Prince Edward of Saxe-Weimar
19 February 1860
Volume 2, page 218, sitting number 2164
Born at Bushy House on 11 October 1823, Prince William Augustus Edward of Saxe-Weimar-Eisenach was the son of Prince Bernard of Saxe-Weimar-Eisenach and Princess Ida of Saxe-Meiningen. His mother was the younger sister of Adelaide, later Queen Adelaide, wife of William, Duke of Clarence, later King William IV. Having no children of their own, William and Adelaide treated Edward as their own son and he was, therefore, effectively regarded as a first-cousin to Queen Victoria.
Edward became a Naturalised British Subject, trained at the Royal Military College in Sandhurst and joined the British Army. As an officer in the Grenadier Guards, he saw action during the Crimean War at Alma, the Siege of Sevastopol, Balaclava and Inkerman. He was appointed an ADC to the Queen and received his colonelcy in the Grenadier Guards on 5 October 1855. He subsequently became Major General commanding the Brigade of Guards and General Officer Commanding the Home District in 1870, General Officer Commanding Southern District in October 1878 and Commander-in-Chief, Ireland in October 1885. He was promoted to field marshal in 1897, despite the lack of great military achievments during his career.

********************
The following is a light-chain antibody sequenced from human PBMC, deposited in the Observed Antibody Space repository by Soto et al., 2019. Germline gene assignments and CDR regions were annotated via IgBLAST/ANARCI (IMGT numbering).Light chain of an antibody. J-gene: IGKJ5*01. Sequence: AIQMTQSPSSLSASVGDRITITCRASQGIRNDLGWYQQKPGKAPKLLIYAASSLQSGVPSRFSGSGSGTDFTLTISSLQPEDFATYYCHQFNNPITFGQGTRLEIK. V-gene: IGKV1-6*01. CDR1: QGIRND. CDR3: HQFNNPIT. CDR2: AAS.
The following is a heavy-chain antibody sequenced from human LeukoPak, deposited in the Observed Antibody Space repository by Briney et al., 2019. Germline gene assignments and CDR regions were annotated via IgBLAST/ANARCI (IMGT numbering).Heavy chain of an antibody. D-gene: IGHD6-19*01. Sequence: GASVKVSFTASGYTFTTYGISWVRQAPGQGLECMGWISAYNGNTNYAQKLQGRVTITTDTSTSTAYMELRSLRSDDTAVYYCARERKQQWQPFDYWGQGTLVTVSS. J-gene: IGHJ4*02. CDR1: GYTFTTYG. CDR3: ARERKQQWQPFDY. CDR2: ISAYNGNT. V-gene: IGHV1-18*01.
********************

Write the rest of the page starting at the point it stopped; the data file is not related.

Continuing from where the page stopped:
On 27 November 1851 he married Lady Augusta Katherine Gordon-Lennox, a daughter of Charles Gordon-Lennox, 5th Duke of Richmond. Although Lady Augusta was the daughter of a duke who was one of the richest landowners in Britain, the match was not regarded as an equal one by Prince Edward's German family. The Grand Duke of Saxe-Weimar (Edward's uncle) strictly observed the rules of marriage and the concept of ebenbürtigkeit (equality of birth), which stated that members of reigning families could only marry amongst themselves. Consequently, the marriage was morganatic and the Grand Duke conferred the title of Countess von Dornburg on Lady Augusta the day before the marriage. Queen Victoria regarded this as absurd and decreed that, in Britain, Lady Augusta should be styled Princess Edward of Saxe-Weimar. In 1866 the Queen granted them both the style of Royal Highness. Their marriage produced no children.
Prince Edward died on 16 November 1902 at his residence in London’s Portland Place. He was buried in Chichester Cathedral in the crypt of his wife's family, the dukes of Richmond and Lennox.
According to his obituary in The Times: ‘He could not be justly regarded as a great soldier, but he was always acknowledged to be a good one, and will be sincerely regretted by those who served under him. […] Without the advantages of birth which he possessed Prince Edward of Saxe-Weimar might not have attained to such a succession of honours and rewards, but he did not fail to dignify the appointments which he held, and in similar circumstances men of superior ability might have achieved far less solid and admitted success’ (The Times, 17 November 1902).